Mine are Jamal Milan and Dre Brown.

"One to help this year" is without question Stanley Green. When the light bulb came on for him last season, it was immediately 100w. Think about that four game winning streak and how much Stanley Green was part of it. I would love it if he had redshirted in 2016 and could have a redshirt senior season this year. We need a thumping safety.

"One because it seemed to click" - I'll say Wole Betiku. I feel like everyone got so wrapped up around one statistic (five sacks in the first two games against Akron and UConn and then only four sacks the rest of the season), but I don't think that tells an accurate story. Sacks are hard to come by. Sack leader in 2013: Houston Bates with 3.5. Sack leader in 2008: Derek Walker with 6. Nine sacks is nine sacks (fifth all-time at Illinois). And don't forget - Betiku missed 3.5 games with an injury and really battled with his footing at 80% once he returned.

I really wish he wouldn't have been convinced that he was NFL ready. We could really use him this season.

Is there a number of Ws needed for Lovie to survive? Will it be more eye test, due to the circumstances with Covid potentially impacting all facets of a typical season? Or is this year a free pass?

This is the impossible question. I'll probably write 4,000 words on it in the preview (out in 13 days!).

I'll start with something I saw yesterday - a quote from West Virginia coach Neal Brown. I saw this image of the quote linked on Twitter and I can't find the actual words so I can't cut an paste. I guess I'll just link the image?

That's probably the best description of the 2020 season that I've seen. People roll their eyes when coaches talk about things like "chemistry" but I can tell you that after 10 years following Illini teams up close, it is a very, very real thing. So much of what we want to see (crisp, efficient football) comes from players all getting on the same page. It gets reduced to "we don't have enough talent", and that's often true, but it's much more complicated than that. The best coaches get all of the players on the same page mentally (Urban Meyer was a genius in this department). Somewhat-talented teams can beat talented teams when that happens.

I use that Neal Brown quote to point out how weird this season is probably going to be. We might beat Minnesota simply because they have four very important players in quarantine. Iowa State just lost to Louisiana-Lafayette and then beat Oklahoma, and we could see some of the same. No one is in rhythm, teams are missing their entire cornerback room, Covid contact tracing means important players missed important practices even though they were healthy - it's gonna be weird.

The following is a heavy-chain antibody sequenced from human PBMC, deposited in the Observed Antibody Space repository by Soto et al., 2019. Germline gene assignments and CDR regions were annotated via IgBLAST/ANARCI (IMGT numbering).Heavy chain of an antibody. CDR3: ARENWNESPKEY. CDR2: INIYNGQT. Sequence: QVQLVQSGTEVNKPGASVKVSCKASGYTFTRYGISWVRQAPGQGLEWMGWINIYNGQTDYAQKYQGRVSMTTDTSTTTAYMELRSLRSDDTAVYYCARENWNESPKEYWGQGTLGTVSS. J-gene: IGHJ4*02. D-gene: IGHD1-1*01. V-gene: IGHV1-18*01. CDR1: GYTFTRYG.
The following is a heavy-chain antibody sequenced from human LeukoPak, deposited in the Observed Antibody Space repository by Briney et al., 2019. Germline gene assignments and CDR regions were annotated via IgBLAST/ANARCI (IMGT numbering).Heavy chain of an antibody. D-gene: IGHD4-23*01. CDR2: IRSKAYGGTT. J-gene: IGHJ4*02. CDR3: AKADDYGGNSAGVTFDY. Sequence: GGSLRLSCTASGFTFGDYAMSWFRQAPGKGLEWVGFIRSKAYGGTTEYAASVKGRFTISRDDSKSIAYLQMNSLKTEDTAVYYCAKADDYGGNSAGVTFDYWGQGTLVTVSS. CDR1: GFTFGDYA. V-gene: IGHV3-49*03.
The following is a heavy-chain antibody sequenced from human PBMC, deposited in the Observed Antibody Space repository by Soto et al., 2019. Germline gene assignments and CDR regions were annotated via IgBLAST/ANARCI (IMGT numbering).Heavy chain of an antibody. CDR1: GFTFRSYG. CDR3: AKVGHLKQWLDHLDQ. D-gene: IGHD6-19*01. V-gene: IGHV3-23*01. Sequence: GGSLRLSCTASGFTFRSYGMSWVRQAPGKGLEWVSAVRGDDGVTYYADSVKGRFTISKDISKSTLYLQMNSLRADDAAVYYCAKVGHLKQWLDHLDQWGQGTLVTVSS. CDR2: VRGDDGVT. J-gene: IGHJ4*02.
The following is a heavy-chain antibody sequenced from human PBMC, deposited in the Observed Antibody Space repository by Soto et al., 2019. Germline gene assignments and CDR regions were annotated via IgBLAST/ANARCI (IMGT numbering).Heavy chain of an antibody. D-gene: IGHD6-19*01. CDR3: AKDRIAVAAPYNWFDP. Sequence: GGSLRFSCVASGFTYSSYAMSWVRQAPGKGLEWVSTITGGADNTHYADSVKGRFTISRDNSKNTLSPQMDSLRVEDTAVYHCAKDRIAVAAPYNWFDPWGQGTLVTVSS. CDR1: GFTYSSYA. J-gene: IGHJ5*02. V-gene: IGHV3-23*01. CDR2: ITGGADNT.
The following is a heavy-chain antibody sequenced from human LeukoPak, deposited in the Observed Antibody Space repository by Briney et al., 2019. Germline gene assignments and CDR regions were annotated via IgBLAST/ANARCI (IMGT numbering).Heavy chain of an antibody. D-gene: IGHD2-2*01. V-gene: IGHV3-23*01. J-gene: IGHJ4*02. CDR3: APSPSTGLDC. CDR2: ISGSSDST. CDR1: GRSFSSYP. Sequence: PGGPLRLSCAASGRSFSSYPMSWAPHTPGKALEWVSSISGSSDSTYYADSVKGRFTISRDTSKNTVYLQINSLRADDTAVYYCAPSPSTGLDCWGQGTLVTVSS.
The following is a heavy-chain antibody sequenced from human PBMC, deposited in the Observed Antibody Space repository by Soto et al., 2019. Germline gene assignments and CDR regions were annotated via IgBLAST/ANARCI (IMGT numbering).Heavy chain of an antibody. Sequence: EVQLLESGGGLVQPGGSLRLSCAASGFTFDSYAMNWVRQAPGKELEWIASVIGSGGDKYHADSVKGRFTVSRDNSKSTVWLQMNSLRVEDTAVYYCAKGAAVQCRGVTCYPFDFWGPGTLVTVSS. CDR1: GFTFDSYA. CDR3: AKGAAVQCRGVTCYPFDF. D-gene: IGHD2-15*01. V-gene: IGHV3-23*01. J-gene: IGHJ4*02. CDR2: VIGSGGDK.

Which sucks because this is the season where Lovie needed to present his closing argument. Three years of crap, him constantly saying "just wait, it's coming", and then a 6-6 season where a bowl was achieved and Wisconsin was conquered. No Illinois team has gone to a bowl and then gotten better since 1991-1992 (yes, really), and that "improvement" went from 6-5 to 6-4-1, so that was going to be the test. Go 6-6, excellent. Now go 7-5 or 8-4 and show us that this is continuing upward.

And when we need THAT, we get an upside down college football season. I just know we're going to pound Iowa but it will be because their entire DL room is quarantining for contact tracing and we run for 375 yards. We'll all be "yay - does it mean anything?".

So it's a really hard question to answer. I think it has to be at least 4-4 going into the Championship Week game (would have been at least 7-5 if ISU, UConn, and Bowling Green were still on the schedule), but I still want a little more than that. 4-5 in the Big Ten last year? Get to 5-4 this year. And do it without any weirdness.

(There's going to be weirdness.)

Comments

illiniranger on October 6, 2020 @ 11:32 AM

i don't think Lovie will get fired this year barring a total collapse to like 1-8 or 2-7 and it looks completely non competitive. just the environment we are in.

i am very bearish on the future of the program with Lovie Smith given our lack of recruiting and inability to develop a really good team on at least one side of the ball. if you think about what Illinois is as a program it is like a lot of non-elite P5 programs - it probably can't consistently develop a great roster so it needs to have some kind of advantage on one side of the ball. An example of this would be Georgia Tech with Paul Johnson running the triple option. Another example would be like Mike Leach at three different places running the Air Raid. an example on defense would be Pat Narduzzi at Pitt running 4-3 Quaraters. Another defensive example is Matt Campbell at ISU running a kitchen sink defense that finds a way to get stops in the high powered Big 12. Even then you are probably going 7-5 a lot, but that's OK, you'll have some big upsets and occasionally win or threaten for a conference title (Johnson won his division several times in the ACC, the ACC outright once, and played in a BCS game and NY6 game.)

When you have an average program you need something that you can hang your hat on. I don't believe getting outgained by 200 yards and forcing just enough turnovers to hang around in a game like we did last year is that something. It's just not sustainable; might work for a year or two but that isn't built for the long haul.